TYPE OF BIRD: Common raven, Corvus corax.
WHEN RESCUED: Saturday, Dec. 1, 2012.
WHAT HAPPENED: One weekend in December a common raven was observed hopping around the fenced yards of a Juneau neighborhood near the airport. The bird was easily captured by Juneau Raptor Center volunteers in the soft snow.
INJURIES: An exam revealed no broken bones or other injuries, so she was held in the hopes of a speedy recovery.
CARE: Paula, as the bird came to be known, was very hungry and eagerly ate as soon as her caretaker placed food in her kennel. After several days of confinement, she moved to a small outdoor mew where she had more room and she was able to use her wings to flap to the highest perches. After a week there, she transferred to a large flight mew where she spent most of her time hiding in a hide box. Once access to the hide box was removed, she demonstrated that she could fly extremely well back and forth across the mew.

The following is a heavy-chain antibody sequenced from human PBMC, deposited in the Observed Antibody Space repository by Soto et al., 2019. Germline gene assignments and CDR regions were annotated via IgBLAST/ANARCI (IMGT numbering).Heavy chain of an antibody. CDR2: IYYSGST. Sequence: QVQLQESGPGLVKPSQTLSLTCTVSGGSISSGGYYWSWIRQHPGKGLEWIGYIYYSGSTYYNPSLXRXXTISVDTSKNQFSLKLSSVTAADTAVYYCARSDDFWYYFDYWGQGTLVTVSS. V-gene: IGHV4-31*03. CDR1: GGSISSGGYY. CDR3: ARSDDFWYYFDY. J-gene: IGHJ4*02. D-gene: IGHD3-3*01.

RELEASE: After just over two weeks of care, on Tuesday, Dec. 18, she was released near her capture site.
MORE ABOUT THE COMMON RAVEN: The voice of the common raven, according to Bob Armstrong’s “Birds of Alaska,” is often quite harsh, croaking “kraaak,” but it can also take on other intonations such as a hollow, knocking sound and melodious “kloo-klock,” usually heard in flight.
• Message phone for the Juneau Raptor Center, 586-8393; emergency pager, 790-5424;
or for more information about the JRC, go online to juneauraptorcenter.org.